I am in Madrid this week doing workshops with CLAVE and AGBell International. AGBell is working to expand to international areas and Spanish speaking countries came first. I spoke at the Spanish ENT Society on Monday, and yesterday I was at the university speaking to audiology and speech-pathology students as well as professionals and parents. Today and tomorrow I will be at the CLAVE center mentoring and lecturing. Whenever I visit another country I am always interested in how different management of hearing loss is in different parts of the world.
In Spain, speech pathology is a university degree but audiology is not. Audiologists have a two year training program after high school. A lot of audiology is under the auspices of ENT physicians. Some are surgeons, but others are involved in medical management and audiology. Cochlear implant programming is performed by people who work for the manufacturers.
Audiology In Spain
As I always do, I have been talking a lot about developing the auditory brain, developing speech perception skills and how to know if a child is hearing what they need to hear. When I talk about what a child with hearing loss needs to hear people are sometimes surprised to hear how important it is to hear soft speech. About 80% of what young children learn they learn by overhearing. If a child cannot overhear conversation, they will miss a great deal. In order to overhear they need to hear soft speech – 30-35 dBHL. At the workshop yesterday at the university, the mom of a 10 year old asked me if she still needed to hear soft speech. I asked if she was still learning and, of course, she said yes. So, she needs to hear soft speech. The ENT physicians at the ENT society on Monday night were also surprised about the need to hear soft speech.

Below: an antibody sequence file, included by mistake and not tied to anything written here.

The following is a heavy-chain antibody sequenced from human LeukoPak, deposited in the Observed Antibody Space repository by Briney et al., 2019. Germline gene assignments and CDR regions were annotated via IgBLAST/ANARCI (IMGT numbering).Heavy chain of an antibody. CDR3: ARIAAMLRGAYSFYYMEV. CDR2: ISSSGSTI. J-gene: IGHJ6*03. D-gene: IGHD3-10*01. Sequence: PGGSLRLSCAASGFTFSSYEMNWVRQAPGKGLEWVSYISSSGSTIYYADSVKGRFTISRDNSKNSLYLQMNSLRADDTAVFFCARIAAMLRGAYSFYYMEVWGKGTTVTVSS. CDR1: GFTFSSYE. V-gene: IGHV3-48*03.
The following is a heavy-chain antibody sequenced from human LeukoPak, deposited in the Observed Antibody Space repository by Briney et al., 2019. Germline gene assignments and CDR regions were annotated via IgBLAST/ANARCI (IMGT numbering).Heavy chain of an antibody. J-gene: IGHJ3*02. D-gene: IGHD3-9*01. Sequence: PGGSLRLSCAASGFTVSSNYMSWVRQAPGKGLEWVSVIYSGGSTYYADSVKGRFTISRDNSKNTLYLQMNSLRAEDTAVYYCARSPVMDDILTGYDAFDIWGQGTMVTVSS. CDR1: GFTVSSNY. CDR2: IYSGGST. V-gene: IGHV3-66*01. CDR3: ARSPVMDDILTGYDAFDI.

We have also talked a lot about how much how we need to be sure kids are wearing their technology every waking minute. I keep saying “If a child wears hearing aids 4 hours a day, it will take the child 6 years to hear what a typical hearing child hears in one year.” I think this helps both professionals and parents understand the need to keep technology on full time.
My colleagues here tell me that they have difficulty getting FM’s for children. I have spent a lot of time talking with everyone who will listen about why we need to hear when there is competing noise and how remote microphones can significantly improve this problem. I am hoping that I have changed a few minds here about fitting remote microphones very early and having kids wear them often.
Except for the weather, this has been a lovely trip and I hope to get to return soon.
*Featured image courtesy Auto Europe